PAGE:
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The swamp eel

As my wife and I headed for a forest walk in Tai Mo Shan last week, we passed a conduit, and looking down I saw a huge eel, which i think is Monopterus albus, called the Asian swamp eel in the USA, but also known as rice eel, ricefield eel or rice paddy eel.

It was huge...around 90cm long.

Then as we walked along, following it swimming in the shallow water, there was another.

I understand that this is a commercially important, air-breathing species of fish in the family Synbranchidae. It is common in Thailand and Vietnam as a key food source, and you can often find it on menus there. It has been introduced into the USA and can be considered invasive in some areas there now.

Here a close up look at the first one, with its small eyes almost at its snout.

I thought this was a very unusual sight....and maybe these eels had come down from the river and pond above the conduit and could be native to this area...but that is a big question mark.

Side note on releasing animals in the wild:

I have often found " strange" (even exotic and non-native) animals around that part of Tai Mo Shan as there is a large, active Buddhist centre (you can often hear the chanting as you pass, even late a night). And the "buddhist mercy release" programme is well known in Hong Kong, which is a despicable "for profit" trade that only benefits gangsters and immoral animal traders. The released animals are often in the wrong environment (think of goldfish in the sea), and die a slow, long lingering death. So not good for the animal, and surely bad karma for the person releasing it!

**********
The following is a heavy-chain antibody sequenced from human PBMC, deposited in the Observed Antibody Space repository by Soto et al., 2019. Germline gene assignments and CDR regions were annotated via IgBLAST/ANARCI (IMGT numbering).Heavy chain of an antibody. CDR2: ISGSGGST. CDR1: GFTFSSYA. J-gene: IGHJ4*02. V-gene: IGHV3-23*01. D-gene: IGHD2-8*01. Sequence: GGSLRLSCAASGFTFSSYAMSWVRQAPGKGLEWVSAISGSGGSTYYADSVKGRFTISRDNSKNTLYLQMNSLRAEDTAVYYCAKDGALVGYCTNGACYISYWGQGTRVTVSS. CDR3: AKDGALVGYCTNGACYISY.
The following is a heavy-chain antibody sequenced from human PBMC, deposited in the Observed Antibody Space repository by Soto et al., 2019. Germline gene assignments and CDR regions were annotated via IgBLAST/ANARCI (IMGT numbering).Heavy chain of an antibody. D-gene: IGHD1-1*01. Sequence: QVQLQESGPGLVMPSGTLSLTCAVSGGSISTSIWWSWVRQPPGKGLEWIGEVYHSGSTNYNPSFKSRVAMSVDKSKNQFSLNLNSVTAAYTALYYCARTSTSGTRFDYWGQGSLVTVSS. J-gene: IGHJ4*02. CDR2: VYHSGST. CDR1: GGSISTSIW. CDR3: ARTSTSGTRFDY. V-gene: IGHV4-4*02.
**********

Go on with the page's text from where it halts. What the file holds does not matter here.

as National Geographic writes:

""This has “created a thriving industry for those who trap, trade, and sell wild animals for release, taking advantage of Buddhists’ empathy for animals,” said the Venerable Refa Shi, president of The American Buddhist Confederation of New York, in a press release issued by Humane Society International.

Buddhists from Hong Kong to France to the United States—and even non-Buddhists, especially in China—have adopted the practice, also known as fangsheng. According to Humane Society International, hundreds of millions of animals are involved each year. They range from monkeys to turtles, which symbolize longevity in Chinese culture"".

see the full article here

Did you know that in Hong Kong, according to the SCMP, just over one in five adults are Buddhists. from the SCMP: and the full article HERE is well worth a read with this interesting fact:

""In 1997, under the leadership of then chief executive Tung Chee-hwa, a Buddhist, the Hong Kong government formally recognised Buddhism in Hong Kong and designated Buddha’s birthday as a public holiday, replacing the British queen’s birthday holiday.

According to the SPCA, an estimated 680,000 to 1,050,000 birds are released in Hong Kong every year"".


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